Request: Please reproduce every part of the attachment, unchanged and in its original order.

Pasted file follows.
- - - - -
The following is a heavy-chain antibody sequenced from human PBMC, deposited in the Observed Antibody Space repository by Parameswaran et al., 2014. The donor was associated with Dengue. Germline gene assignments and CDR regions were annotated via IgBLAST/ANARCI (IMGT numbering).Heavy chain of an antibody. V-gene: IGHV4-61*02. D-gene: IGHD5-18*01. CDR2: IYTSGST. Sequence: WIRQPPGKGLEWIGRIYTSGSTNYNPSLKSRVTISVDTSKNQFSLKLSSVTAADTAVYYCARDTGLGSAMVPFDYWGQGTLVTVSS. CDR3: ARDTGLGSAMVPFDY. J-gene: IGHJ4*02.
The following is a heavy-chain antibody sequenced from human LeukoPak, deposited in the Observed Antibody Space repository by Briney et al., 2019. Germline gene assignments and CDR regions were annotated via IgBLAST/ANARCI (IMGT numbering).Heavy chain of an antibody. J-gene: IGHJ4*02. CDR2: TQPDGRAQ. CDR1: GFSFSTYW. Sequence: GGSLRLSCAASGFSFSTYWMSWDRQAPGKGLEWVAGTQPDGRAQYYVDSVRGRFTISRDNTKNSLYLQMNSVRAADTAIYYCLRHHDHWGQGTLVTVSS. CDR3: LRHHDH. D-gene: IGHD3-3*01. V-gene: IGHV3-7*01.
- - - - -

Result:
The following is a heavy-chain antibody sequenced from human PBMC, deposited in the Observed Antibody Space repository by Parameswaran et al., 2014. The donor was associated with Dengue. Germline gene assignments and CDR regions were annotated via IgBLAST/ANARCI (IMGT numbering).Heavy chain of an antibody. V-gene: IGHV4-61*02. D-gene: IGHD5-18*01. CDR2: IYTSGST. Sequence: WIRQPPGKGLEWIGRIYTSGSTNYNPSLKSRVTISVDTSKNQFSLKLSSVTAADTAVYYCARDTGLGSAMVPFDYWGQGTLVTVSS. CDR3: ARDTGLGSAMVPFDY. J-gene: IGHJ4*02.
The following is a heavy-chain antibody sequenced from human LeukoPak, deposited in the Observed Antibody Space repository by Briney et al., 2019. Germline gene assignments and CDR regions were annotated via IgBLAST/ANARCI (IMGT numbering).Heavy chain of an antibody. J-gene: IGHJ4*02. CDR2: TQPDGRAQ. CDR1: GFSFSTYW. Sequence: GGSLRLSCAASGFSFSTYWMSWDRQAPGKGLEWVAGTQPDGRAQYYVDSVRGRFTISRDNTKNSLYLQMNSVRAADTAIYYCLRHHDHWGQGTLVTVSS. CDR3: LRHHDH. D-gene: IGHD3-3*01. V-gene: IGHV3-7*01.